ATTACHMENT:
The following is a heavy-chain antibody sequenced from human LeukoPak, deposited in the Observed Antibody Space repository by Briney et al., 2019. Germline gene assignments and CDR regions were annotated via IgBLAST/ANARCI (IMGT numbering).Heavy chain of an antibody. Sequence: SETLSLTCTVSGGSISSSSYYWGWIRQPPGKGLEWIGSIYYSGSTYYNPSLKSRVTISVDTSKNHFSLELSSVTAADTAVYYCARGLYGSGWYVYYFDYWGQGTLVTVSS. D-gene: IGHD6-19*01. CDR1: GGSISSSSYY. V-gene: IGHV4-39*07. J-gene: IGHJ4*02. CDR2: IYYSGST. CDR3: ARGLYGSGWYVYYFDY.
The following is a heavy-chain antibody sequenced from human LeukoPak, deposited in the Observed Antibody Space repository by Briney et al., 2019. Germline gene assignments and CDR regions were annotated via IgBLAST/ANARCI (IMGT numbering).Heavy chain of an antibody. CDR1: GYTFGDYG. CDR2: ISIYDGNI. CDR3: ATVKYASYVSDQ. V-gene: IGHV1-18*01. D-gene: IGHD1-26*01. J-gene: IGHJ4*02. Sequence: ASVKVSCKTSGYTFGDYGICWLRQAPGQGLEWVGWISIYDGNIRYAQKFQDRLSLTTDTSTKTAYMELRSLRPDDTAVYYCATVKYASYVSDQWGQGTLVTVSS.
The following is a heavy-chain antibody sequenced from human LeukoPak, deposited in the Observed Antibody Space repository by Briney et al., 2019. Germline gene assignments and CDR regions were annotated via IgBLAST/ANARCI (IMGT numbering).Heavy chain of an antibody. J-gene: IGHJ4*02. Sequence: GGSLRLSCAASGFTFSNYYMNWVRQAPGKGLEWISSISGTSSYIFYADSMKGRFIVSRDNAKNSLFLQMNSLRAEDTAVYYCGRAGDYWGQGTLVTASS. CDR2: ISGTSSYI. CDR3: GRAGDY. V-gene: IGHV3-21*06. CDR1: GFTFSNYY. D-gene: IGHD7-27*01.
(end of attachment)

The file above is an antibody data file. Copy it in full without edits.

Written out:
The following is a heavy-chain antibody sequenced from human LeukoPak, deposited in the Observed Antibody Space repository by Briney et al., 2019. Germline gene assignments and CDR regions were annotated via IgBLAST/ANARCI (IMGT numbering).Heavy chain of an antibody. Sequence: SETLSLTCTVSGGSISSSSYYWGWIRQPPGKGLEWIGSIYYSGSTYYNPSLKSRVTISVDTSKNHFSLELSSVTAADTAVYYCARGLYGSGWYVYYFDYWGQGTLVTVSS. D-gene: IGHD6-19*01. CDR1: GGSISSSSYY. V-gene: IGHV4-39*07. J-gene: IGHJ4*02. CDR2: IYYSGST. CDR3: ARGLYGSGWYVYYFDY.
The following is a heavy-chain antibody sequenced from human LeukoPak, deposited in the Observed Antibody Space repository by Briney et al., 2019. Germline gene assignments and CDR regions were annotated via IgBLAST/ANARCI (IMGT numbering).Heavy chain of an antibody. CDR1: GYTFGDYG. CDR2: ISIYDGNI. CDR3: ATVKYASYVSDQ. V-gene: IGHV1-18*01. D-gene: IGHD1-26*01. J-gene: IGHJ4*02. Sequence: ASVKVSCKTSGYTFGDYGICWLRQAPGQGLEWVGWISIYDGNIRYAQKFQDRLSLTTDTSTKTAYMELRSLRPDDTAVYYCATVKYASYVSDQWGQGTLVTVSS.
The following is a heavy-chain antibody sequenced from human LeukoPak, deposited in the Observed Antibody Space repository by Briney et al., 2019. Germline gene assignments and CDR regions were annotated via IgBLAST/ANARCI (IMGT numbering).Heavy chain of an antibody. J-gene: IGHJ4*02. Sequence: GGSLRLSCAASGFTFSNYYMNWVRQAPGKGLEWISSISGTSSYIFYADSMKGRFIVSRDNAKNSLFLQMNSLRAEDTAVYYCGRAGDYWGQGTLVTASS. CDR2: ISGTSSYI. CDR3: GRAGDY. V-gene: IGHV3-21*06. CDR1: GFTFSNYY. D-gene: IGHD7-27*01.